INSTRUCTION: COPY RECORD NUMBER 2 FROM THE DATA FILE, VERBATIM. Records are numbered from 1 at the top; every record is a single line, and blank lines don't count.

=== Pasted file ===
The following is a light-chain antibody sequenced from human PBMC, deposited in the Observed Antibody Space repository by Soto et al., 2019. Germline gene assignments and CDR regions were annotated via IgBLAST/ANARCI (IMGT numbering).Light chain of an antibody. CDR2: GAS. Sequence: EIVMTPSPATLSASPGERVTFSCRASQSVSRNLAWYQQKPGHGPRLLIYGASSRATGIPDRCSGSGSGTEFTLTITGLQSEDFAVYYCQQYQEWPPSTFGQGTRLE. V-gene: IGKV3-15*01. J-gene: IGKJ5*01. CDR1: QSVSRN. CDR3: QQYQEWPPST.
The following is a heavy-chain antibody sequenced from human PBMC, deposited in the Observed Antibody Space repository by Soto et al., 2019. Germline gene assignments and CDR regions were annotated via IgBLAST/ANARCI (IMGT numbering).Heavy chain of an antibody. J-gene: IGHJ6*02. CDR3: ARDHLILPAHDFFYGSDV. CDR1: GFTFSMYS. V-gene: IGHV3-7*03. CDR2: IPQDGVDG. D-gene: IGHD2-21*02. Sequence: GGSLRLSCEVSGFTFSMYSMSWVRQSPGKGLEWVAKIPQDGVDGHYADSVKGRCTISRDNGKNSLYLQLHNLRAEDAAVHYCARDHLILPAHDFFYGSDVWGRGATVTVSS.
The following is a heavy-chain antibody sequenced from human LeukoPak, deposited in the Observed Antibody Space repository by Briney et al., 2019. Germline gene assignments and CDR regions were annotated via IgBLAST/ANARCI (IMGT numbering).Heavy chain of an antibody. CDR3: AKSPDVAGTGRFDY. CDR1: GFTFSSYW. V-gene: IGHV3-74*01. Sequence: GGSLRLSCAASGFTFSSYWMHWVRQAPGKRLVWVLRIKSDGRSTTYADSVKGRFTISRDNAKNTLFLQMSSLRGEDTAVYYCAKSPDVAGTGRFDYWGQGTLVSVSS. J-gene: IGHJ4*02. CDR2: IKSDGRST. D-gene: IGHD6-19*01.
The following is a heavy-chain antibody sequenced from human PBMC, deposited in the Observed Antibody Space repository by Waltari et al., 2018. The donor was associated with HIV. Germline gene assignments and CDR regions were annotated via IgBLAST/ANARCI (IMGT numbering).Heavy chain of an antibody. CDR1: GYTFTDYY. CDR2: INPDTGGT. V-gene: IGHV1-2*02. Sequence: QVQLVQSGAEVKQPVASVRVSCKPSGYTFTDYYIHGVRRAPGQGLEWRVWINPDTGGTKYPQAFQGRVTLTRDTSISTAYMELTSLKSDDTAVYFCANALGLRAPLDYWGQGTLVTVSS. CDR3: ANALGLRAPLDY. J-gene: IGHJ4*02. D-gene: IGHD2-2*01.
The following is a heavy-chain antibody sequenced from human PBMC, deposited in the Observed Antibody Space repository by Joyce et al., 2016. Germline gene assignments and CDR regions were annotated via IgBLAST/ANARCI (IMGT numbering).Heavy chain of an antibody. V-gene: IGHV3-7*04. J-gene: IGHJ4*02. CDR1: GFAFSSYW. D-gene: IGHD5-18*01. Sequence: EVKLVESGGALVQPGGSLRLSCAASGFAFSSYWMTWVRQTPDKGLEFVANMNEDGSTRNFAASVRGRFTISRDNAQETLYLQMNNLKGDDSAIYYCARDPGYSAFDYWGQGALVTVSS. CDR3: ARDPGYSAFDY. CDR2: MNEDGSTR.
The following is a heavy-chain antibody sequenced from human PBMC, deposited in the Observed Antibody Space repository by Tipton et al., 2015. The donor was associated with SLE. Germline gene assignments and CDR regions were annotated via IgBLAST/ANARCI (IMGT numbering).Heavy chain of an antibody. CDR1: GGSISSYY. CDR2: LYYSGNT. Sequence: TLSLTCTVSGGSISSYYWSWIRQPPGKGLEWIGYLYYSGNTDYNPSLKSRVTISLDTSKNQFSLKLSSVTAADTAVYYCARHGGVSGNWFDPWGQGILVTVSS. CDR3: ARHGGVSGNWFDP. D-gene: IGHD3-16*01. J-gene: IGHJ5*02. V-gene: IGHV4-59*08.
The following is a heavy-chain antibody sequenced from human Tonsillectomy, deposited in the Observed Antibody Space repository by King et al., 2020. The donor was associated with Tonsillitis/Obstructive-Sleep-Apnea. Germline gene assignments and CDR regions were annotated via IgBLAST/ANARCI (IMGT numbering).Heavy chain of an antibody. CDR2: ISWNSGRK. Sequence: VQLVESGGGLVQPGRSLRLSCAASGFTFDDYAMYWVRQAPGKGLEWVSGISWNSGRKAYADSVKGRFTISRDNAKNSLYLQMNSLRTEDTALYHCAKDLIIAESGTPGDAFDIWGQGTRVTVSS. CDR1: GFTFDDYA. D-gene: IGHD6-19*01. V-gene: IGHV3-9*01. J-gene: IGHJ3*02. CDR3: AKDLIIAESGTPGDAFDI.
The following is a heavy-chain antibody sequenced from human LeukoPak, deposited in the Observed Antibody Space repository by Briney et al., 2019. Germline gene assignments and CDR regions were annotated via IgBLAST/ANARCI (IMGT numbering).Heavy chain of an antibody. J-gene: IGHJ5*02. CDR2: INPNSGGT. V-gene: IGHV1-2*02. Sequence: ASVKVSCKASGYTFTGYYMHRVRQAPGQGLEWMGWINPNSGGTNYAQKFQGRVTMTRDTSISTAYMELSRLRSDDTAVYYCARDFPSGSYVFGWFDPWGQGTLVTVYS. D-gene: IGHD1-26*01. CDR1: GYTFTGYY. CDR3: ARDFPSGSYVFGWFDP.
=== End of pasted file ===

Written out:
The following is a heavy-chain antibody sequenced from human PBMC, deposited in the Observed Antibody Space repository by Soto et al., 2019. Germline gene assignments and CDR regions were annotated via IgBLAST/ANARCI (IMGT numbering).Heavy chain of an antibody. J-gene: IGHJ6*02. CDR3: ARDHLILPAHDFFYGSDV. CDR1: GFTFSMYS. V-gene: IGHV3-7*03. CDR2: IPQDGVDG. D-gene: IGHD2-21*02. Sequence: GGSLRLSCEVSGFTFSMYSMSWVRQSPGKGLEWVAKIPQDGVDGHYADSVKGRCTISRDNGKNSLYLQLHNLRAEDAAVHYCARDHLILPAHDFFYGSDVWGRGATVTVSS.